Yeung said agents of the Chinese state have already engaged in suspected cross-border law enforcement, citing the case of U.K. national Lee Po, who was removed from his place of work in Hong Kong in 2015 and later showed up in police detention across the internal border in mainland China.
“If this report is true, it indicates that [the Chinese authorities] couldn’t care less about ‘one country, two systems’,” he said.
A U.S. State Department policy report on Hong Kong said last May that the ruling Chinese Communist Party says one thing and does another when it comes to Hong Kong, often acting in ways that are inconsistent with the city’s promised freedom to govern its own affairs.
Repeated comments from Chinese officials asserting the supremacy of the Chinese constitution last year served to “dilute” the concept of a “high degree of autonomy” enshrined in the 1984 Sino-British handover treaty and the city’s mini-constitution, the Basic Law, the report said.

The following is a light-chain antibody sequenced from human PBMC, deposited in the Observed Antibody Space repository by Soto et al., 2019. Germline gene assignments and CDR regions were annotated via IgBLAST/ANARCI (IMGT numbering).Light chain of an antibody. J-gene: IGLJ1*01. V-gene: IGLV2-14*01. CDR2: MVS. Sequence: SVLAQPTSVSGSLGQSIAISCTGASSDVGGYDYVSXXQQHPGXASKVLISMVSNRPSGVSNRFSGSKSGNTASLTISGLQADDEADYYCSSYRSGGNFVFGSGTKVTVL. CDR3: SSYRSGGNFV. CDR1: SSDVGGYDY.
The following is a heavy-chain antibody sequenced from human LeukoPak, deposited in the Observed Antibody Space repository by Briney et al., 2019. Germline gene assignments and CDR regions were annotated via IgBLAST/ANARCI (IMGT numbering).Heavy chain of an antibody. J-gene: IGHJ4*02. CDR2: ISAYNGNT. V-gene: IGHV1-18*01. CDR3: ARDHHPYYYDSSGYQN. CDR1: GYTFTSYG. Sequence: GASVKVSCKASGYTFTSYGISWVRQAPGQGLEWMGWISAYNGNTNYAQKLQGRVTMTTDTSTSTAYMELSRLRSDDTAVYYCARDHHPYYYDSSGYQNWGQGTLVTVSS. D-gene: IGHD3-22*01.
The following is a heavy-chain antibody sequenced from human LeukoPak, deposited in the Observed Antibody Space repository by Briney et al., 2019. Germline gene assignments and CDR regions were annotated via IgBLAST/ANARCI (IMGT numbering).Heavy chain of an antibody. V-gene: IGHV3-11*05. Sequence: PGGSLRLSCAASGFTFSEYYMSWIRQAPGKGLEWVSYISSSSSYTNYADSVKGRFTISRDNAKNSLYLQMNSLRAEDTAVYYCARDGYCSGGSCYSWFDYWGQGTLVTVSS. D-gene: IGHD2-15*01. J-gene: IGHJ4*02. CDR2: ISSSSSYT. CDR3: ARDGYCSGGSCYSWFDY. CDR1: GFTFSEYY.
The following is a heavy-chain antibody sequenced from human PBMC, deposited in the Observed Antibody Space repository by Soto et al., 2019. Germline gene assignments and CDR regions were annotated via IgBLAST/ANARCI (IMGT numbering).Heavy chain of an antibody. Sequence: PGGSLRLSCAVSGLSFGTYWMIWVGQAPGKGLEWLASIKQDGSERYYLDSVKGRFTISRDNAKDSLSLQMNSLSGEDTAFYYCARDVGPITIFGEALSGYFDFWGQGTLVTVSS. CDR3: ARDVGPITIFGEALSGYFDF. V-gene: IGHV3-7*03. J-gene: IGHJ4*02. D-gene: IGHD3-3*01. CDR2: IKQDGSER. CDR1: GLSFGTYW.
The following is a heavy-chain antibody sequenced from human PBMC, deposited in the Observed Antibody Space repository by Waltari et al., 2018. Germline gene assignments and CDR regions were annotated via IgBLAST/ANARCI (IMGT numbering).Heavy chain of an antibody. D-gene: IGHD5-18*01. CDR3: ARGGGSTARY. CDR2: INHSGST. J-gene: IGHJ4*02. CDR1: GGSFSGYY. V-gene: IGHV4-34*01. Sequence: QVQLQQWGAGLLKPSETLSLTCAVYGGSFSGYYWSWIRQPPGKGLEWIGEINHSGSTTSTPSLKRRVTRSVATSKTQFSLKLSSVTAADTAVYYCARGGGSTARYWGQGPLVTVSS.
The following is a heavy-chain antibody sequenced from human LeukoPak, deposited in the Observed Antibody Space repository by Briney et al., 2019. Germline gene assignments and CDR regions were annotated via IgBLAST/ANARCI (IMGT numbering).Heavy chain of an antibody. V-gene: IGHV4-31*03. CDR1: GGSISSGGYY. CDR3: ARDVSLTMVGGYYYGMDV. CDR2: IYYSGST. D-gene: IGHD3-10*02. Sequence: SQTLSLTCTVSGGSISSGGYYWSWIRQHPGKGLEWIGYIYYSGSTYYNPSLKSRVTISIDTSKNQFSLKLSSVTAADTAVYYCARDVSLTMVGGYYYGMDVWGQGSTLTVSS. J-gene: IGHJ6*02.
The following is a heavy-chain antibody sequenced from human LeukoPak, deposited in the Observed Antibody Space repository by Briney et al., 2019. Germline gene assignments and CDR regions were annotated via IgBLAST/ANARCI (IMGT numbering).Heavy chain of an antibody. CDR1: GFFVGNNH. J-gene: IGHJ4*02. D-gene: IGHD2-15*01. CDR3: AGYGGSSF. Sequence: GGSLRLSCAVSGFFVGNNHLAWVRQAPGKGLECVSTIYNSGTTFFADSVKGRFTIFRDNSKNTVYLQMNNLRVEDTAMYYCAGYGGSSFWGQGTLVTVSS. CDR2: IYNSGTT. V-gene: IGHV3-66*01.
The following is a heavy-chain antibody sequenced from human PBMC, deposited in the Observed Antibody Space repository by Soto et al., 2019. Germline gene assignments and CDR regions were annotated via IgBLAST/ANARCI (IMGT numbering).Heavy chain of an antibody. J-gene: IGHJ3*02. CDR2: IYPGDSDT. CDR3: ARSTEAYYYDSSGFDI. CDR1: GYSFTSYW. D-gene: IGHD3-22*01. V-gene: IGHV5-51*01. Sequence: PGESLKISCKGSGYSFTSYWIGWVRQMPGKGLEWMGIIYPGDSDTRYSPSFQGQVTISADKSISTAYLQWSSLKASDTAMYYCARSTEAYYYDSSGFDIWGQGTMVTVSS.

Hong Kong’s Causeway Bay Books store made world headlines in 2015 when five of its staff members went missing in the course of two or three months.
Swedish national Gui Minhai, who headed the Mighty Current publishing house that owned Causeway Bay Books, “disappeared” under murky circumstances from his holiday home in Pattaya, Thailand on October 2015, only to reappear in China “confessing” on video to a decade-old alleged drunk-driving offense.
He now faces further charges of spying after being snatched from a train as he traveled to Beijing in the company of Swedish diplomats.
In the months that followed, store manager and British national Lee Bo, 65, went missing from his workplace in Hong Kong, and the group’s general manager Lui Bo (also spelled Lui Por) and colleagues Cheung Chi-ping and Lam Wing-kei were also all detained.
They later resurfaced in China, which accused them of selling “banned books” in Hong Kong to customers across the internal border in mainland China.